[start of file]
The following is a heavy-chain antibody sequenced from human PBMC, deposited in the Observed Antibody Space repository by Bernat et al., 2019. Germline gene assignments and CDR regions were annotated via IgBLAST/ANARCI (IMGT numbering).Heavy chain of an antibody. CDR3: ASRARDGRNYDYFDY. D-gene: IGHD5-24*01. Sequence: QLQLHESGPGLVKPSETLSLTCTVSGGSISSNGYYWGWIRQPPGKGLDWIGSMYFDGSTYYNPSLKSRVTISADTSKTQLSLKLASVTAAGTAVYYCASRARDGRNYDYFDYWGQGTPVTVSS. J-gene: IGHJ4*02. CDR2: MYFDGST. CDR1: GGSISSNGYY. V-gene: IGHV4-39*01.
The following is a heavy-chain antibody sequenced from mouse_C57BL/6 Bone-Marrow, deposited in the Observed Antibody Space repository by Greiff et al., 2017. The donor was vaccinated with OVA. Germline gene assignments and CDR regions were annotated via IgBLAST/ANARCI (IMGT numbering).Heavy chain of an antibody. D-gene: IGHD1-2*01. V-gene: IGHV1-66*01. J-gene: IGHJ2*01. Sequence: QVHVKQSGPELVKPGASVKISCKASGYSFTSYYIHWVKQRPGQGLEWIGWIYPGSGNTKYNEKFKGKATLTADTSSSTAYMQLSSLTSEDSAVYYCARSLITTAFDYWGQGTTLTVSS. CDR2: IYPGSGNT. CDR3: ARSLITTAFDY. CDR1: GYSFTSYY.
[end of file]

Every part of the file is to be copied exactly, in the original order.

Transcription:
The following is a heavy-chain antibody sequenced from human PBMC, deposited in the Observed Antibody Space repository by Bernat et al., 2019. Germline gene assignments and CDR regions were annotated via IgBLAST/ANARCI (IMGT numbering).Heavy chain of an antibody. CDR3: ASRARDGRNYDYFDY. D-gene: IGHD5-24*01. Sequence: QLQLHESGPGLVKPSETLSLTCTVSGGSISSNGYYWGWIRQPPGKGLDWIGSMYFDGSTYYNPSLKSRVTISADTSKTQLSLKLASVTAAGTAVYYCASRARDGRNYDYFDYWGQGTPVTVSS. J-gene: IGHJ4*02. CDR2: MYFDGST. CDR1: GGSISSNGYY. V-gene: IGHV4-39*01.
The following is a heavy-chain antibody sequenced from mouse_C57BL/6 Bone-Marrow, deposited in the Observed Antibody Space repository by Greiff et al., 2017. The donor was vaccinated with OVA. Germline gene assignments and CDR regions were annotated via IgBLAST/ANARCI (IMGT numbering).Heavy chain of an antibody. D-gene: IGHD1-2*01. V-gene: IGHV1-66*01. J-gene: IGHJ2*01. Sequence: QVHVKQSGPELVKPGASVKISCKASGYSFTSYYIHWVKQRPGQGLEWIGWIYPGSGNTKYNEKFKGKATLTADTSSSTAYMQLSSLTSEDSAVYYCARSLITTAFDYWGQGTTLTVSS. CDR2: IYPGSGNT. CDR3: ARSLITTAFDY. CDR1: GYSFTSYY.